Hungary’s opposition has called for ministerial resignations from Viktor Orbán’s far-right government over allegations it selected journalists, media owners and opposition political figures as potential targets for invasive Pegasus spyware.
The allegations, published last week by the Guardian and other members of the Pegasus project consortium, were backed up in a number of cases with forensic analysis of mobile devices carried out by Amnesty International, which showed phones had been infected with Pegasus, sold by the Israeli company NSO Group.
“At the very least, the minister of justice has to resign,” said Gergely Karácsony, the mayor of Budapest and the most likely challenger to Orbán for the prime minister’s post at elections next spring, in an interview at Budapest’s city hall on Tuesday.
On Monday evening, a protest against the government over the Pegasus affair drew about 1,000 people. “This scandal shows we cannot talk about the rule of law any more in Hungary,” Anna Donáth, a Hungarian MEP with the opposition party Momentum, told the Associated Press news agency at the rally. “Our demand is the resignation of the government.”
Hungarian law provides that in cases where national security is at stake, the intelligence services can order surveillance with no judicial oversight, only the signature of the minister of justice.
The justice minister, Judit Varga, has declined to comment on whether the Hungarian government uses Pegasus, but said “every country needs such tools”. She has not addressed what the national security justification could be for surveilling journalists, businesspeople or politicians.
In an interview earlier this month with Le Monde, a Pegasus project partner, Varga first said it was “a provocation” when asked if she would authorise the surveillance of a journalist. Later, her office asked for the question and the answer to be removed from the interview.
Last week, the Budapest prosecutor’s office opened an investigation into unauthorised secret information-gathering. Few expect this to produce real results, though, with the government accused by opposition figures of ignoring the allegations.
Opposition MPs had demanded an emergency meeting of parliament’s national security committee on Monday, but the four MPs from Orbán’s Fidesz party did not show up, meaning there was no quorum.
“The government’s plan is not to discuss the issue,” said Péter Ungár, an opposition MP who sits on the committee. “I don’t know what you would call this, but it’s certainly not oversight.” He also said Varga should resign if she could not offer an adequate explanation about whether and why the surveillance had taken place.
At least five Hungarian journalists appeared on a leaked list reviewed by the Pegasus papers consortium, of numbers selected by NSO clients ahead of possible surveillance, including two from the investigative outlet Direkt36, a Pegasus project partner. Also on the list was the number of the opposition politician György Gémesi, the mayor of the town of Gödöllő and head of a nationwide association of mayors.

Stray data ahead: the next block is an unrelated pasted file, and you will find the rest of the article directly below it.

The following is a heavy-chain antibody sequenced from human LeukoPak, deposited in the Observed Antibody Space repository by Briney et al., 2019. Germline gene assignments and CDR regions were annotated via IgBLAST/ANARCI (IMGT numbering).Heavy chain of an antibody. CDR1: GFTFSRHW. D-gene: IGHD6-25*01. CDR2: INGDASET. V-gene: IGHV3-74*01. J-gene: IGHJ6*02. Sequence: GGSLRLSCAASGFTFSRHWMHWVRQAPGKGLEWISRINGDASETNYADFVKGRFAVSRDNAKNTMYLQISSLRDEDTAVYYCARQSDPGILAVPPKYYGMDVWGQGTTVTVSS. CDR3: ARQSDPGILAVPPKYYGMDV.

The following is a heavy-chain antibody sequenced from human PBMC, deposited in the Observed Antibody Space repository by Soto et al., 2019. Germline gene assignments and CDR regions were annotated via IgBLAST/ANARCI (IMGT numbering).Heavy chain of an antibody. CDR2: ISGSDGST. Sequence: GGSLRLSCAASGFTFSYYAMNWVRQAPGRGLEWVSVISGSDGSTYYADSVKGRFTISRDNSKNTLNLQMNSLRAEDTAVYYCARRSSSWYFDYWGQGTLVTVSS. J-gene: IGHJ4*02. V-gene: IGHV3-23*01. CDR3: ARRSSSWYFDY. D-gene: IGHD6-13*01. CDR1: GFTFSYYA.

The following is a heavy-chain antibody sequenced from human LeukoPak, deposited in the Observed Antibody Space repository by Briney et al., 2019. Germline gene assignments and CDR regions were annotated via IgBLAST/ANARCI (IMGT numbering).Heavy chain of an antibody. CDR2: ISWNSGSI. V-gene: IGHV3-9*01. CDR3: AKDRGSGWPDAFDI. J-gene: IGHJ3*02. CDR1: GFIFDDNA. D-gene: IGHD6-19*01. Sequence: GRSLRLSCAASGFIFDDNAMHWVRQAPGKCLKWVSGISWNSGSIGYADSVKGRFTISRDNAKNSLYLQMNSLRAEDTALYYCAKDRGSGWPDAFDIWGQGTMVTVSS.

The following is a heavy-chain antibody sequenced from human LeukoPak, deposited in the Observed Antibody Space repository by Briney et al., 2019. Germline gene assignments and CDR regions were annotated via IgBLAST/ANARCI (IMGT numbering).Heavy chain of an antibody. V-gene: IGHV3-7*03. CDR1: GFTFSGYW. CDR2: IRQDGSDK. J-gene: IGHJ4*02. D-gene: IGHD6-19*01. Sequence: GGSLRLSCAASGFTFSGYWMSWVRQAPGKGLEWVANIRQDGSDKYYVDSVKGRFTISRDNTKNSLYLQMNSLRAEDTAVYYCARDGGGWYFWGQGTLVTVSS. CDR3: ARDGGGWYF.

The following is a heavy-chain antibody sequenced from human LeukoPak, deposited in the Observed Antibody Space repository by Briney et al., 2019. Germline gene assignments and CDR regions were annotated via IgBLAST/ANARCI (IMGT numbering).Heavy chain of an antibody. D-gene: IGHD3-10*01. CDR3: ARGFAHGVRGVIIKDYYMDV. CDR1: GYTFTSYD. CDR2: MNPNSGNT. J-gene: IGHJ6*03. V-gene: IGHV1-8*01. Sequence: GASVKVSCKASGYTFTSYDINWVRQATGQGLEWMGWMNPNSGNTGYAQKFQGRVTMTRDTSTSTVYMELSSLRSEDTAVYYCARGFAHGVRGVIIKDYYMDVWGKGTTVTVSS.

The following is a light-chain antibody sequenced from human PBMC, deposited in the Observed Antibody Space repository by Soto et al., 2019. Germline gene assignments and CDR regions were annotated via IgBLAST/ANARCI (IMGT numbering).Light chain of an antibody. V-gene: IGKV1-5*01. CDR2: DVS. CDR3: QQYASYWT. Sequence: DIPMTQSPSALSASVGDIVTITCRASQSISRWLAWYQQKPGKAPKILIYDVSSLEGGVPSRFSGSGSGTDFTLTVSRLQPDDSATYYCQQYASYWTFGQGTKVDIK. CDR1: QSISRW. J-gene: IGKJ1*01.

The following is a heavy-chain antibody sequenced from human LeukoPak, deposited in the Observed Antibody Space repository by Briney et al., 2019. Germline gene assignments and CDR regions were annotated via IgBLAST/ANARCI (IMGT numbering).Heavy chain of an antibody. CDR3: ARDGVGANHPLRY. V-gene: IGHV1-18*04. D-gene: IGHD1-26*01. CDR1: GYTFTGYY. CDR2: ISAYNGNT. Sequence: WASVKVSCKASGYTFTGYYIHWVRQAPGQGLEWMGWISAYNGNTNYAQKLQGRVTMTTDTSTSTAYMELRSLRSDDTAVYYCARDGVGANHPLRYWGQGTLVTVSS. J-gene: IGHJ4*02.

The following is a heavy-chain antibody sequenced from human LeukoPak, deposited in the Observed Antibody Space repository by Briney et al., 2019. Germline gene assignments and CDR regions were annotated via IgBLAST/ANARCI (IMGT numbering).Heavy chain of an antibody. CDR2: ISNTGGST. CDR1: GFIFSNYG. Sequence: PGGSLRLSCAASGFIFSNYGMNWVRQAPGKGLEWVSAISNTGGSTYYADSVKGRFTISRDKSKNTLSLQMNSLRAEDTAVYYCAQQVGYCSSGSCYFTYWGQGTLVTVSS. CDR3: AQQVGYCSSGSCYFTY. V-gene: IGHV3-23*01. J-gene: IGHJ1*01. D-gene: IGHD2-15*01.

“He’s been the mayor of a small town for 30 years, and for me it’s completely unthinkable that there would be any legitimate criminal or national security interest in surveilling him,” said Karácsony, who knows Gémesi well.
Karácsony, whose number is not on the leaked list, said the revelations about government surveillance were not that surprising. In 2019, during his campaign for mayor against the Fidesz-backed incumbent, audio was leaked of Karácsony discussing infighting among the opposition. He said that now, if he has sensitive discussions, he does so without phones or laptops in the room.
The liberal Budapest mayor is the favourite to win a primary vote to be held among a broad group of opposition parties who want to field a unity candidate to take on Orbán in elections next spring. Orbán, who is looking to win a fourth consecutive term, has clashed with the EU over rule of law, corruption and a recent anti-LGBTQ+ law.
Last week, Orbán announced the government would hold a referendum on “child protection”, involving a set of leading questions about sex education and gender reassignment, in what is being seen as an attempt to sow division and rally the conservative base of Fidesz around a “culture war” on LGBT issues.
Karácsony attended Saturday’s Budapest Pride march, in which tens of thousands of people marched through the capital, and the rainbow flag is flying for Pride month outside Budapest’s city hall.
“This is a very desperate attempt to divert attention from their weaknesses,” said Karácsony of the recent campaign, adding that the best option would be to boycott the “ridiculous” referendum.